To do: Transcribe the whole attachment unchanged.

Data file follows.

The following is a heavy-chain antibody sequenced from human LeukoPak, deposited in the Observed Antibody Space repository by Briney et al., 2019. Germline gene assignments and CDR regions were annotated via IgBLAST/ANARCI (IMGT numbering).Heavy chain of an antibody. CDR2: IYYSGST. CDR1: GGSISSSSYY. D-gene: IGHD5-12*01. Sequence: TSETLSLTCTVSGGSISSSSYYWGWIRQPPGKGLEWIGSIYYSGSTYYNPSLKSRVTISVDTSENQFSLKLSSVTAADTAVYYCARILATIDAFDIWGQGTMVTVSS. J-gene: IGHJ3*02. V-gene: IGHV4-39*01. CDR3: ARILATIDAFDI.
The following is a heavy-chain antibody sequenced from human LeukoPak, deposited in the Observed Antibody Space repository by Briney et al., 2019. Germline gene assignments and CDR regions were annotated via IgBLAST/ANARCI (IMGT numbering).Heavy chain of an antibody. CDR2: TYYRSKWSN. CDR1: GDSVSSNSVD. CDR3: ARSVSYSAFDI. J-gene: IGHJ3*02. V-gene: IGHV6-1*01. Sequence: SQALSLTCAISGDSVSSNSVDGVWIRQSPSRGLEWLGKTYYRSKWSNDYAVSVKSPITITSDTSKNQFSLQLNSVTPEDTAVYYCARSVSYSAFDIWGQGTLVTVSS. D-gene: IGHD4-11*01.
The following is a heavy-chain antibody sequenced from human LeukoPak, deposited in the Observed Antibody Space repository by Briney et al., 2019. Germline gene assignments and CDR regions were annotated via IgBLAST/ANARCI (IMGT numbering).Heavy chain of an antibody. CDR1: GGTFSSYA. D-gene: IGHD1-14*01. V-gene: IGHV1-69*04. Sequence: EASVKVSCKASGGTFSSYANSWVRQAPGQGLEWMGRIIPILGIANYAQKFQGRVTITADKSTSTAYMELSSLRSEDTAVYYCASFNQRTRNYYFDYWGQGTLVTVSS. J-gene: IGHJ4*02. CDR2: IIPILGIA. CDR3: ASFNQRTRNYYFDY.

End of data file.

The following is a heavy-chain antibody sequenced from human LeukoPak, deposited in the Observed Antibody Space repository by Briney et al., 2019. Germline gene assignments and CDR regions were annotated via IgBLAST/ANARCI (IMGT numbering).Heavy chain of an antibody. CDR2: IYYSGST. CDR1: GGSISSSSYY. D-gene: IGHD5-12*01. Sequence: TSETLSLTCTVSGGSISSSSYYWGWIRQPPGKGLEWIGSIYYSGSTYYNPSLKSRVTISVDTSENQFSLKLSSVTAADTAVYYCARILATIDAFDIWGQGTMVTVSS. J-gene: IGHJ3*02. V-gene: IGHV4-39*01. CDR3: ARILATIDAFDI.
The following is a heavy-chain antibody sequenced from human LeukoPak, deposited in the Observed Antibody Space repository by Briney et al., 2019. Germline gene assignments and CDR regions were annotated via IgBLAST/ANARCI (IMGT numbering).Heavy chain of an antibody. CDR2: TYYRSKWSN. CDR1: GDSVSSNSVD. CDR3: ARSVSYSAFDI. J-gene: IGHJ3*02. V-gene: IGHV6-1*01. Sequence: SQALSLTCAISGDSVSSNSVDGVWIRQSPSRGLEWLGKTYYRSKWSNDYAVSVKSPITITSDTSKNQFSLQLNSVTPEDTAVYYCARSVSYSAFDIWGQGTLVTVSS. D-gene: IGHD4-11*01.
The following is a heavy-chain antibody sequenced from human LeukoPak, deposited in the Observed Antibody Space repository by Briney et al., 2019. Germline gene assignments and CDR regions were annotated via IgBLAST/ANARCI (IMGT numbering).Heavy chain of an antibody. CDR1: GGTFSSYA. D-gene: IGHD1-14*01. V-gene: IGHV1-69*04. Sequence: EASVKVSCKASGGTFSSYANSWVRQAPGQGLEWMGRIIPILGIANYAQKFQGRVTITADKSTSTAYMELSSLRSEDTAVYYCASFNQRTRNYYFDYWGQGTLVTVSS. J-gene: IGHJ4*02. CDR2: IIPILGIA. CDR3: ASFNQRTRNYYFDY.